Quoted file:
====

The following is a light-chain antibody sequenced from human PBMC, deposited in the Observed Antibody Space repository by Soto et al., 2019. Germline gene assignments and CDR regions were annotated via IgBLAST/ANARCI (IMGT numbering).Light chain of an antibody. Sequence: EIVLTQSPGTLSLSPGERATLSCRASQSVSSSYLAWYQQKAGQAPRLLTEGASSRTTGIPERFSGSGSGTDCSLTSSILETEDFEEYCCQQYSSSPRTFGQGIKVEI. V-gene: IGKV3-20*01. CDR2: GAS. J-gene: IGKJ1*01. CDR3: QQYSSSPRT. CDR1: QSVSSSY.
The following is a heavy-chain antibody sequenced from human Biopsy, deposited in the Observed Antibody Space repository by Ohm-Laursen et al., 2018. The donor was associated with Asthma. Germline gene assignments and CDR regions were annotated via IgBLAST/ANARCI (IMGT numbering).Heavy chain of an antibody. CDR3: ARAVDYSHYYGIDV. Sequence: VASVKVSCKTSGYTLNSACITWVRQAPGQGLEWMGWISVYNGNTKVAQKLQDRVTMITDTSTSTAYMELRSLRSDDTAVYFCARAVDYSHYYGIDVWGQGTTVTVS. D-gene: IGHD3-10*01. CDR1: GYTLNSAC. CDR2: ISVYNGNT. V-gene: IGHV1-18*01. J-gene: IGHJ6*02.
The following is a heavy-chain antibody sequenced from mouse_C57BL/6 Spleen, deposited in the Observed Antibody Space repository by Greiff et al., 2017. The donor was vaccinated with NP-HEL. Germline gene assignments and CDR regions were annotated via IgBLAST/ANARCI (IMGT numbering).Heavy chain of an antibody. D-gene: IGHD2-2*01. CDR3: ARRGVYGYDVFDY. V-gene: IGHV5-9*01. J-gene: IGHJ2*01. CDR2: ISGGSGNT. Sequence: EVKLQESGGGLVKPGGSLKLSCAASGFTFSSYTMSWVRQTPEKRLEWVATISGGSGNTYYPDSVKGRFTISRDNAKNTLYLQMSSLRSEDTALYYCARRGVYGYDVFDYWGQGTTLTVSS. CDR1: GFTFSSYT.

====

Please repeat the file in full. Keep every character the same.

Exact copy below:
The following is a light-chain antibody sequenced from human PBMC, deposited in the Observed Antibody Space repository by Soto et al., 2019. Germline gene assignments and CDR regions were annotated via IgBLAST/ANARCI (IMGT numbering).Light chain of an antibody. Sequence: EIVLTQSPGTLSLSPGERATLSCRASQSVSSSYLAWYQQKAGQAPRLLTEGASSRTTGIPERFSGSGSGTDCSLTSSILETEDFEEYCCQQYSSSPRTFGQGIKVEI. V-gene: IGKV3-20*01. CDR2: GAS. J-gene: IGKJ1*01. CDR3: QQYSSSPRT. CDR1: QSVSSSY.
The following is a heavy-chain antibody sequenced from human Biopsy, deposited in the Observed Antibody Space repository by Ohm-Laursen et al., 2018. The donor was associated with Asthma. Germline gene assignments and CDR regions were annotated via IgBLAST/ANARCI (IMGT numbering).Heavy chain of an antibody. CDR3: ARAVDYSHYYGIDV. Sequence: VASVKVSCKTSGYTLNSACITWVRQAPGQGLEWMGWISVYNGNTKVAQKLQDRVTMITDTSTSTAYMELRSLRSDDTAVYFCARAVDYSHYYGIDVWGQGTTVTVS. D-gene: IGHD3-10*01. CDR1: GYTLNSAC. CDR2: ISVYNGNT. V-gene: IGHV1-18*01. J-gene: IGHJ6*02.
The following is a heavy-chain antibody sequenced from mouse_C57BL/6 Spleen, deposited in the Observed Antibody Space repository by Greiff et al., 2017. The donor was vaccinated with NP-HEL. Germline gene assignments and CDR regions were annotated via IgBLAST/ANARCI (IMGT numbering).Heavy chain of an antibody. D-gene: IGHD2-2*01. CDR3: ARRGVYGYDVFDY. V-gene: IGHV5-9*01. J-gene: IGHJ2*01. CDR2: ISGGSGNT. Sequence: EVKLQESGGGLVKPGGSLKLSCAASGFTFSSYTMSWVRQTPEKRLEWVATISGGSGNTYYPDSVKGRFTISRDNAKNTLYLQMSSLRSEDTALYYCARRGVYGYDVFDYWGQGTTLTVSS. CDR1: GFTFSSYT.